Posted on September 15, 2011 · Posted in TBI Voices
This entry is part 13 of 24 in the series Nancy

Recovery from Severe Brain Injury: Nancy Part Thirteen  

From the beginning of my brain injury advocacy, I have tried to focus my educational efforts as much on the caregivers as the survivors.  Thus, in my interview, I also asked what life was like for Mom in terms of recovery from severe brain injury.

Let’s talk about your life – what’s left of your routine and your other responsibilities during that first month and then the next six months. The first month you’re spending all of it in Madison with Nancy’s recovery from severe brain injury?

The first month was in Madison; well, 36 days.

Did you ever go home?

No; did not go home.

What were your days like with Nancy’s recovery from severe brain injury?

Uh, pretty boring.  I’d get up with her and get her ready and dressed and wash her.  The nurses – I pretty much said, you know, this is one of the things I can do for her.  Let me do it.  And then when the OT started taking over and wanting to do the ADL processes of everything, like, brushing teeth, washing.

Then of course I backed away and just let them do their lesson so that I could hear what they were saying so I could use the same for instances, you know, how to brush your teeth.  Shoootshhhtttshttt. And you were supposed to sing this song X amount of times through and then you were done brushing your teeth.  Or making her incorporate her left hand doing things because she would let her left hand sit there.  While she’s wringing out a rag, she’d try to do it all with her right.


I don’t know, and they, they never really said that that was neglect; too much.  They never said that oh well, it’ll come around or just try to have her reach and do some activities with her left as well.  Until I got back home into the outpatient rehab area and talked to, some of the (therapists): “Oh no; that left hand has to start moving.  You’ve got to get it incorporated with the brain so it can start stimulating again.”  You’ve got to have her doing things that are outside the box.

Was there any localization, one side versus the other in terms of her injury that would’ve accounted for why she was using her left less with her recovery from severe brain injury?

Well, she is right-hand dominant, so I  just figured that was why.  I – there was never any swallowing pattern where we thought that the left was slower than the right.  If it was the visual part of it or if it was the actual brain injury itself that didn’t incorporate the left hand because the right hand was so dominant.  I was never really told.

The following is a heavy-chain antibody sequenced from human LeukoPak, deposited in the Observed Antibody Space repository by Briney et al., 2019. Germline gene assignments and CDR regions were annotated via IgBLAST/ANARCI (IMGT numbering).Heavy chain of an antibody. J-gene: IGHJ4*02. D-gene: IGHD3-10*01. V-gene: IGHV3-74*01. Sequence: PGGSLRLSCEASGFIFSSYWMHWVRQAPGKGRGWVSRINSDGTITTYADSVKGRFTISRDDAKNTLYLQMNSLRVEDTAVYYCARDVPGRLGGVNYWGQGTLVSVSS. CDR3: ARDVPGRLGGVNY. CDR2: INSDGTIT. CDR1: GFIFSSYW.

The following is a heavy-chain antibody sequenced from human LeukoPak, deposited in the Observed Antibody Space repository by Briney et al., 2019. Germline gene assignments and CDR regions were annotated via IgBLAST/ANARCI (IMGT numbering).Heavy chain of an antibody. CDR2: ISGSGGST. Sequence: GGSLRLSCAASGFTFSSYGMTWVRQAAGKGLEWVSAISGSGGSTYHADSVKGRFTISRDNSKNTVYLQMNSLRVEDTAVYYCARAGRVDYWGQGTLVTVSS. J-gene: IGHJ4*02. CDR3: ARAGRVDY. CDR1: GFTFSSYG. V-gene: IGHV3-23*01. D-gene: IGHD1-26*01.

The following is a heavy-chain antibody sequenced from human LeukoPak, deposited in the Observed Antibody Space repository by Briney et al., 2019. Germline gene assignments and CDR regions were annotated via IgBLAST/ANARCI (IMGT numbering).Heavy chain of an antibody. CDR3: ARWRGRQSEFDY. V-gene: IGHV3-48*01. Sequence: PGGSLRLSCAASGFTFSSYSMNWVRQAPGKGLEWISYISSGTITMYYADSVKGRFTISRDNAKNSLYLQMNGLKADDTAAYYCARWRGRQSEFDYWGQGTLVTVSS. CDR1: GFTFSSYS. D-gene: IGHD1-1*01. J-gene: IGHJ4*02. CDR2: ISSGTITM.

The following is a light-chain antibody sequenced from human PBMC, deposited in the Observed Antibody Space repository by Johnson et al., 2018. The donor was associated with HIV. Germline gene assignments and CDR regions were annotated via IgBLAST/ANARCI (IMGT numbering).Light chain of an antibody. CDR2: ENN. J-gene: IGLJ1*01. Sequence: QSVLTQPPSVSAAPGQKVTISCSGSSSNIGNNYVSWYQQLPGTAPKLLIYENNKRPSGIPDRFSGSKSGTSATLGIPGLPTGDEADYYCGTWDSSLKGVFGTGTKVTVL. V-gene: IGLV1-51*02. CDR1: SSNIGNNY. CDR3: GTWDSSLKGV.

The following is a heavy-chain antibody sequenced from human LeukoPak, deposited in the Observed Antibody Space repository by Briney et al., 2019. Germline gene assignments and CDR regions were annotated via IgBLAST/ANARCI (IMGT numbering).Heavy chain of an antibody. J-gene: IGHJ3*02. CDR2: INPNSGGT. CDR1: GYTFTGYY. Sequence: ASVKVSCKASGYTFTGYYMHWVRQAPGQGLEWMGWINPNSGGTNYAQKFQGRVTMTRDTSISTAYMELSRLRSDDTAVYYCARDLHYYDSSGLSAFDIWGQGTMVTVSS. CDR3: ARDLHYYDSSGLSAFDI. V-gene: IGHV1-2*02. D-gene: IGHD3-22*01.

The initial CT scan showed the damage to her skull and, and all the swelling.  Were there any follow-up MRIs that gave you any more indication of where there might have been specific lesions or any additional damage with her recovery from severe brain injury ?

No; and we have asked for them because that’s our curiosity.  We know that the brain atrophies if it’s not used.  So our big thing was thinking ooh, we’ll get an MRI.  We’ll find out if there is a part of the brain that’s atrophying or that we don’t, you know, that we can see that okay; well, this is what we really have to start working with on how to, like, prepare yourself to deal with things.  Use notebooks, use timers, use,  handwritten lists, check-off lists, anything we can to get that side to understand what it has to prepare itself for its adult life; you know?  For her to  understand how to cope with it.

What did you do about work?  You’re obviously not going to work for 36 days.  Did you get back to work as soon as you   as she came home dealing with her recovery from severe brain injury?

I didn’t get back to work  until April because my husband couldn’t move.  He had to have his foot elevated 24/7 and he couldn’t walk on it and he couldn’t help me. And I just had that cute little 7 year old at home. (Nancy’s brother.)

Next in Part Fourteen – Return to School after Severe Pediatric Brain Injury

Attorney Gordon Johnson


About the Author

Attorney Gordon S. Johnson, Jr.
Past Chair Traumatic Brain Injury Litigation Group, American Association of Justice :: 800-992-9447